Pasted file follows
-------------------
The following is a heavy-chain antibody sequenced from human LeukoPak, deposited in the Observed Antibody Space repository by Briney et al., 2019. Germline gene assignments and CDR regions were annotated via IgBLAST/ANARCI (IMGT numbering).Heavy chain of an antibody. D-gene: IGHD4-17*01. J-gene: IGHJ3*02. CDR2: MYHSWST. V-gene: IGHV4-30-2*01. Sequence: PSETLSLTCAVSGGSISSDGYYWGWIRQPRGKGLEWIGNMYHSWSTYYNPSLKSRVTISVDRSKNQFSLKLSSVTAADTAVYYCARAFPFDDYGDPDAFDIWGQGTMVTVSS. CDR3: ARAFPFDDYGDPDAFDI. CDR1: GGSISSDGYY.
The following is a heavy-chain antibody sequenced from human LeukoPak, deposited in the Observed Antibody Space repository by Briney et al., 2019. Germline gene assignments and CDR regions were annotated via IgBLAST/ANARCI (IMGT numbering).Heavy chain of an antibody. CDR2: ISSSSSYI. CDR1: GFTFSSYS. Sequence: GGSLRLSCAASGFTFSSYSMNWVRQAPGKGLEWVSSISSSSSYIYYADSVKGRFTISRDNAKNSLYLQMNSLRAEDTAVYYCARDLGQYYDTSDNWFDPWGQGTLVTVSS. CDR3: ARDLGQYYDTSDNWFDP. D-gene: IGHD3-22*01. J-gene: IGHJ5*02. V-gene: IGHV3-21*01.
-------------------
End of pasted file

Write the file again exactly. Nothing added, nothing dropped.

The following is a heavy-chain antibody sequenced from human LeukoPak, deposited in the Observed Antibody Space repository by Briney et al., 2019. Germline gene assignments and CDR regions were annotated via IgBLAST/ANARCI (IMGT numbering).Heavy chain of an antibody. D-gene: IGHD4-17*01. J-gene: IGHJ3*02. CDR2: MYHSWST. V-gene: IGHV4-30-2*01. Sequence: PSETLSLTCAVSGGSISSDGYYWGWIRQPRGKGLEWIGNMYHSWSTYYNPSLKSRVTISVDRSKNQFSLKLSSVTAADTAVYYCARAFPFDDYGDPDAFDIWGQGTMVTVSS. CDR3: ARAFPFDDYGDPDAFDI. CDR1: GGSISSDGYY.
The following is a heavy-chain antibody sequenced from human LeukoPak, deposited in the Observed Antibody Space repository by Briney et al., 2019. Germline gene assignments and CDR regions were annotated via IgBLAST/ANARCI (IMGT numbering).Heavy chain of an antibody. CDR2: ISSSSSYI. CDR1: GFTFSSYS. Sequence: GGSLRLSCAASGFTFSSYSMNWVRQAPGKGLEWVSSISSSSSYIYYADSVKGRFTISRDNAKNSLYLQMNSLRAEDTAVYYCARDLGQYYDTSDNWFDPWGQGTLVTVSS. CDR3: ARDLGQYYDTSDNWFDP. D-gene: IGHD3-22*01. J-gene: IGHJ5*02. V-gene: IGHV3-21*01.